In most cases, when someone is arrested and taken before a judge, they are to be released unless the prosecution can show cause for why their continued detention is justified. When the prosecution has no intention of consenting to the accused’s release, a bail hearing is required, where a judge determines whether the burden has been met to keep them detained.
You have one shot at a bail hearing, so it’s absolutely imperative that you make it count. Bail hearings require a lot of preparation (often times with family members and loved ones) in order to provide the necessary assurance to the court that there is a responsible and iron clad release plan that the accused will abide by should the court grant their release.
That’s why all hands are on deck from the moment that we’re informed that a client is being detained. Securing your loved one’s liberation is our top priority and we do everything in our power to get them out of jail as soon as possible.
What We Do to Secure Your Release
We know that every minute that a loved one is in a jail cell, their life is being negatively impacted so we’ll do everything in our power to get them pre-trial release from custody as soon as possible. This means working alongside the family from beginning to end to secure release.
Specifically, we’ll quickly work to understand what their personal circumstances and criminal history are, whether they have a place to stay and job to go to, the names and contact information of any potential sureties, and if necessary, how much money could be offered as a deposit to secure their release. We’ll also study the nature of the Crown’s case.
We’ll then negotiate with the prosecutor, presenting them with a solid release plan in the hopes of getting them to consent to their release. If consent can’t be obtained, we’ll conduct a bail hearing and work tirelessly to persuade the judge that release should be granted.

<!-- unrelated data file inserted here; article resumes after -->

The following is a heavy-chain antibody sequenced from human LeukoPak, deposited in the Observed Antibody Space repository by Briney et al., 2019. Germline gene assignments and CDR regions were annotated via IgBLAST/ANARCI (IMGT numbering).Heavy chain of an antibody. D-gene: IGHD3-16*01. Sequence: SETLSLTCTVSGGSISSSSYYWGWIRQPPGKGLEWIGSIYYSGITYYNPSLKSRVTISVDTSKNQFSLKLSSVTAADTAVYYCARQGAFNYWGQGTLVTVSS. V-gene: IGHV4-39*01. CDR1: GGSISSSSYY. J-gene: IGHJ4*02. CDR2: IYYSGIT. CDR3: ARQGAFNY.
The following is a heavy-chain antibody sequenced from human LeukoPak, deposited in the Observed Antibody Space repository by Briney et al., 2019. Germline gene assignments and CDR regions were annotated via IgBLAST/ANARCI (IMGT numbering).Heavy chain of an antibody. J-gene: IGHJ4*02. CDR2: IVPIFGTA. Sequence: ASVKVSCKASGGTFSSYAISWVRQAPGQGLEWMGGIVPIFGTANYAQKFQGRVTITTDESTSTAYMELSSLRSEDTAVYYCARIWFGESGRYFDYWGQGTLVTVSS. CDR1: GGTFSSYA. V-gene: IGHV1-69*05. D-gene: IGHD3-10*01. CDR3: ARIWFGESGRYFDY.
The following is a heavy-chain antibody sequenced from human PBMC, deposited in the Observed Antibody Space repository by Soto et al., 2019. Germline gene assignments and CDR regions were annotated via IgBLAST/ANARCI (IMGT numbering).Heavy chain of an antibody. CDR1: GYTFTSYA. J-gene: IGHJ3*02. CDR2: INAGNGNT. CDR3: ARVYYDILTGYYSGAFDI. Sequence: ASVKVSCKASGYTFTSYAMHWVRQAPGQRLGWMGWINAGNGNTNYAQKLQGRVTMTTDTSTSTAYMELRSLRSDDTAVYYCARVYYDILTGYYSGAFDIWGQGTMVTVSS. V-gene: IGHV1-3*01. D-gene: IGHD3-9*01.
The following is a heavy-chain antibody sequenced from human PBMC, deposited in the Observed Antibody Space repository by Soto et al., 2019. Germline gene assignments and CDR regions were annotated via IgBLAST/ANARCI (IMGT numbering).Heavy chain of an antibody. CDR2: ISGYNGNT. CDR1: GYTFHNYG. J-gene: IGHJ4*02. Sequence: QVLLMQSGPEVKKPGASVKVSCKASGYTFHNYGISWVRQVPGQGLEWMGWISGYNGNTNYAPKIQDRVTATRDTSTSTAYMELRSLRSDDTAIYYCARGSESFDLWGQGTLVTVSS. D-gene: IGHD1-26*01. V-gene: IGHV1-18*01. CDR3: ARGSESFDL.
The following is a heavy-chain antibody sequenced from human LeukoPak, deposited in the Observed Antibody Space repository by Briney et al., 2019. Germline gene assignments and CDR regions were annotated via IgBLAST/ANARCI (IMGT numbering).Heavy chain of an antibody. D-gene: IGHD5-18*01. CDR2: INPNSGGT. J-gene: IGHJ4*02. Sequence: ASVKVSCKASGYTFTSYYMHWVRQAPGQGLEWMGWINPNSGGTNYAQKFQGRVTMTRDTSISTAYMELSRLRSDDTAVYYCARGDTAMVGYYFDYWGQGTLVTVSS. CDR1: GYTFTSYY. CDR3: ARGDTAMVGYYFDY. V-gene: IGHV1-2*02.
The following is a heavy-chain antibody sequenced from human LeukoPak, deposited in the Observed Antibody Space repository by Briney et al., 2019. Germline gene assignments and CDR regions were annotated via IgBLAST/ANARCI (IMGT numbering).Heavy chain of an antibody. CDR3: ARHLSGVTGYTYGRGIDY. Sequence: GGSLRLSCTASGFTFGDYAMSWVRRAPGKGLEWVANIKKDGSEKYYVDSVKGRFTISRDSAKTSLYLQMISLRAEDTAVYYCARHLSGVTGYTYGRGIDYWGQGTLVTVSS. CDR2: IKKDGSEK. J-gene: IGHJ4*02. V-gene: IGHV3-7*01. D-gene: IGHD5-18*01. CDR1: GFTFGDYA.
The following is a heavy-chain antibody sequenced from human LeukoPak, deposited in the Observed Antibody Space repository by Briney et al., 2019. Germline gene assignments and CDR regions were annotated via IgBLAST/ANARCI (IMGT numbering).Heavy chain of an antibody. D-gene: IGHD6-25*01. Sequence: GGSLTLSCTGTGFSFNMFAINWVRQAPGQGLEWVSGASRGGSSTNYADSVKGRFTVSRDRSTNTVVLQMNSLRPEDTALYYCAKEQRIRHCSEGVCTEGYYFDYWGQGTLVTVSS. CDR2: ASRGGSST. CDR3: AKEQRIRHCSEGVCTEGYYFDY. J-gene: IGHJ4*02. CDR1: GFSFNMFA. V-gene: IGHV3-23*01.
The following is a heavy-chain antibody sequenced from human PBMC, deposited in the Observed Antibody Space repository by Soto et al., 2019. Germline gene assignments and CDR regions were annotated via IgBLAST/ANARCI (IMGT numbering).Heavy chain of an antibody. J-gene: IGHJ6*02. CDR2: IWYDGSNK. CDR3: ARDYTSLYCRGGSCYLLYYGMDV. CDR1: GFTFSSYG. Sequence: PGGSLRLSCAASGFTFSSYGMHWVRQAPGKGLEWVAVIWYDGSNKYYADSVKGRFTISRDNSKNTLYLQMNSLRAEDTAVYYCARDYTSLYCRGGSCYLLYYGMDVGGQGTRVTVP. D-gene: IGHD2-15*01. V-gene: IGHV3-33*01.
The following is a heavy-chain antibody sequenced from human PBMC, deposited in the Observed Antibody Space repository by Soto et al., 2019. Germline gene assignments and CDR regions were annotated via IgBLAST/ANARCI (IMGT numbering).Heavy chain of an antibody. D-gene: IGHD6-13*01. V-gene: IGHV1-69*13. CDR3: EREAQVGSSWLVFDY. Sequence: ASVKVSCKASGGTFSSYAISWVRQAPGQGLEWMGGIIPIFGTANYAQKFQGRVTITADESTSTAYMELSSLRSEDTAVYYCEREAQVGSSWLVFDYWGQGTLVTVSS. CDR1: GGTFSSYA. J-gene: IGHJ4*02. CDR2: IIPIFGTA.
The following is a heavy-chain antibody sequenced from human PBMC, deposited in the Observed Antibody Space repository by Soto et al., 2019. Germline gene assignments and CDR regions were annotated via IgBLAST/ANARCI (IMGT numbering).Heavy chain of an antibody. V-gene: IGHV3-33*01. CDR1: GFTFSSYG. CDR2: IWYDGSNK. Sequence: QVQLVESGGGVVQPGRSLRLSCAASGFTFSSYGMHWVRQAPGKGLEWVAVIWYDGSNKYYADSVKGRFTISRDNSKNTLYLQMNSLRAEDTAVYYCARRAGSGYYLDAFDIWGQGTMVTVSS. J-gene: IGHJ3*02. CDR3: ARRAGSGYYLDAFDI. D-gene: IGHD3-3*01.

Understanding Bail Hearings and What to Expect
What is a bail hearing?
When you’re arrested, the police may decide (based on the seriousness of the charges, your priors, etc.) to keep you detained in jail. In the event that the prosecutor does not consent to your release, a bail hearing will take place. At this hearing, the judge will determine whether the prosecutor has made the case for your detention pending trial or whether you should be released, and if so, on what conditions. Under section 11(e) of the Charter of Rights and Freedoms, you have the right not to be denied bail without just cause.
When is a bail hearing held?
In theory, a bail hearing can be held within 24 hours of arrest or as soon as possible. However, given the importance of securing release, it is not uncommon to postpone the hearing to the following day (or even the day after) to provide us with the time necessary to draft a release plan, secure sureties, and prepare for the hearing itself.
What factors could lead the judge to deny bail?
In order to show cause for continued detention, the prosecutor must prove at least one of the following three factors: 1) That detention is necessary to ensure attendance at court. 2) That detention is necessary to protect any alleged victims, witnesses or the public. 3) That detention is necessary to maintain the public’s confidence in the administration of justice. Of course, under certain circumstances, there will be a reverse onus on the accused to show cause for their release, but it is always the three criteria above that are under consideration.
Are there conditions that will be imposed upon release?
Generally speaking, release will be contingent upon you agreeing to follow specific conditions. Some common conditions include: keeping the peace and being of good behaviour, checking in with a police station at specific intervals, residing at a pre-approved address, disposing of any weapons in your possession, refraining from communicating with the alleged victim, attending certain therapies or rehabilitation programs (if applicable), and promising to pay (or depositing) money in the event that you breach your conditions. Of course, the law states that your release should be under the least onerous conditions possible